Maddi Hackbarth didn’t develop into one of the top players in NCAA Division-I softball by doing the bare minimum.
The former Ceres Youth Baseball & Softball Organization alum’s desire to be great fueled her.
Hackbarth, a fifth-year catcher at Arizona State, currently leads the Pac-12 conference in home runs (17) and RBIs (48).
“I’m very grateful and blessed to be where I’m at,” said Hackbarth, who attended elementary school and junior high in Ceres prior to completing her secondary education in Oakdale. “The biggest thing for me this year is I did a lot of stuff in the offseason. I got a trainer and a nutritionist. I met with a sports psychiatrist. I really shocked my body and mind. That was the game changer for me. I came back a whole different person—mentally, emotionally and physically. I’m happy I chose the uncomfortable route.”
Hackbarth ranked 52nd on Softball America’s Preseason College Top 100 list on Jan. 5. She was named a Preseason Third-Team All-American by the publication on Feb. 8.
“I don’t pay attention to that kind of stuff,” she said. “I used to. Rankings are rankings. Those are people’s opinions.”
Hackbarth batted .416 with 17 homers, 12 doubles, 48 RBIs, 27 runs and 16 walks through the Sun Devils’ first 34 games of the 2021 season. Arizona State improved to 24-10 and 6-6 in the Pac-12 this past week.
“Hitting is hard,” said Hackbarth, who’s filled a key role in helping Arizona State climb to No. 13 in the NFCA Coaches Poll. “I keep it very simple. When I see the ball over the plate, I’m mashing. I’m more calm when I get into deeper counts. I also take walks. I just need to produce.”
Hackbarth had her senior season cut short this past spring due to the coronavirus pandemic.
She batted .350 with nine homers, one triple, nine doubles, 32 RBIs and 21 runs as the Sun Devils posted a 22-7 record and ranked 15th in the nation. She ended the season with a seven-game hitting streak. Hackbarth’s .835 slugging percentage ranked first in the Pac-12.
Hackbarth and all spring student-athletes impacted by the COVID-19 shutdown were granted an additional year of eligibility.
Hackbarth and Arizona State teammates Kindra Hackbarth, Cielo Meza and Alli Tatnall all decided to return for one final season.
Kindra, Maddi’s twin sister, is a standout hitter/outfielder.
“I’m grateful the NCAA let us play again. We came back for each other. Our story wasn’t done being written. We still have the same goal. We want to get to the World Series.”Maddi Hackbarth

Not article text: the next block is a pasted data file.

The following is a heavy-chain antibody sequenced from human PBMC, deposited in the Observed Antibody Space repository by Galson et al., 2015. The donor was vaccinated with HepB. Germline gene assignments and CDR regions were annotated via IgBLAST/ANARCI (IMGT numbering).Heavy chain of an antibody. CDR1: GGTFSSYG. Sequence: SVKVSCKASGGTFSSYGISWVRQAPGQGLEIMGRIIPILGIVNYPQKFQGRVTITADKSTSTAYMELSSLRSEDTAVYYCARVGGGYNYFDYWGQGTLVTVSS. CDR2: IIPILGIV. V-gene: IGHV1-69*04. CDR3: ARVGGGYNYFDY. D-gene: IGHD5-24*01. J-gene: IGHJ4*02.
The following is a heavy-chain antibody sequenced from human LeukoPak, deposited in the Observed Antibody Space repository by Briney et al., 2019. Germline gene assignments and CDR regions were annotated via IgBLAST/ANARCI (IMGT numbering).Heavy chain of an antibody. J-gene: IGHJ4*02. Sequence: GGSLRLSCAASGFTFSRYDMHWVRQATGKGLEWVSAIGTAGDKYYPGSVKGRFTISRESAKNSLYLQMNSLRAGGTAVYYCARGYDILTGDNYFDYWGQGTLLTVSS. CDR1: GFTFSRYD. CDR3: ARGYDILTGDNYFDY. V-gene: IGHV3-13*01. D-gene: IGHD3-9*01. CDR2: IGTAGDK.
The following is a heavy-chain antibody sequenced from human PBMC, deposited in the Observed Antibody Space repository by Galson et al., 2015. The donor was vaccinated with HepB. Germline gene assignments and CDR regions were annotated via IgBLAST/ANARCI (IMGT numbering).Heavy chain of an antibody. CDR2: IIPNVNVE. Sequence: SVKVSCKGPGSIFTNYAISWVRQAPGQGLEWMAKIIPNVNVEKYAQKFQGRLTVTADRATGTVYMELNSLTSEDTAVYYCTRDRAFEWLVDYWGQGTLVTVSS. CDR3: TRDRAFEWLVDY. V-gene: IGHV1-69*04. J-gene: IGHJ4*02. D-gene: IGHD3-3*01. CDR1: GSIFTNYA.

“I’m grateful the NCAA let us play again,” Maddi said. “We came back for each other. Our story wasn’t done being written. We still have the same goal. We want to get to the World Series.”
Maddi Hackbarth has improved each season at Arizona State.
She currently ranks fifth on the Sun Devils’ career home run list with 51.
“Look at Maddi her first year and look at Maddi today,” Sun Devils’ head coach Trisha Ford said. “I think it’s a totally different player.
“She’s done a great job at being disciplined with her zone. And when Maddi is at her best, she’s driving balls opposite field, and her direction is really good.”
“I’m having the type of fun that I had when I was 7 or 8,” Hackbarth said. “I love the game and I’m passionate about it. I was lost for a little bit. To have little girls look up to you is amazing. This is a privilege. I get to play softball for a living. I don’t have to work a 9-5 job.”
Hackbarth fell one homer shy of tying the Sun Devils’ single-season record during her junior year. She’s on pace to surpass Cheyenne Coyle’s and Kaitlin Cochran’s mark of 20 this season.
“I’ll probably be in tears when it happens,” she said. “It’s been a journey with what I’ve gone through the last couple years. It’s crazy how it all worked out.”
Hackbarth struggled during her first two years at the college level.
She batted .175 with six homers, four doubles, 27 RBIs and 12 runs while playing in 55 games sophomore year.
Hackbarth spent her freshman year at Fresno State, where her season was cut short by injury.
She hit .185 with two homers, one double, 10 RBIs, five runs and 14 strikeouts in 26 games.
She had on-base and slugging percentages of .243 and .292, respectively.
“Anything is possible,” Hackbarth said. “You can come from being down, and being lost, to not knowing who you are, to becoming who you always wanted to be playing at this level. I’m always trying to get better as a person and player. Don’t settle. That’s the biggest thing that has helped me. I’ve sacrificed a lot for this sport. I’ve had an amazing support system. My family is incredible.”
Maddi and Kindra have been teammates since the age of four.
They live together in Arizona.
“College has brought us a lot closer,” Maddi said. “Without each other, it would have been harder. It’s made us stronger off and on the field. She knows I love her and I wouldn’t have wanted to do this without her. I will always hype her up and think she’s the best softball player. She doesn’t get enough credit for what she does. She’s in the running to have her jersey retired here. I think that’s incredible.”
Maddi will also be remembered as one of Arizona State’s all-time greatest players.
“A lot of people have been expecting this out of me, especially my coaches,” she said. “They’ve seen the hard work I’ve put in. They see how badly I want it. This is what I’m supposed to be doing. I knew I was capable of it. I just needed guidance from my coaches and family.”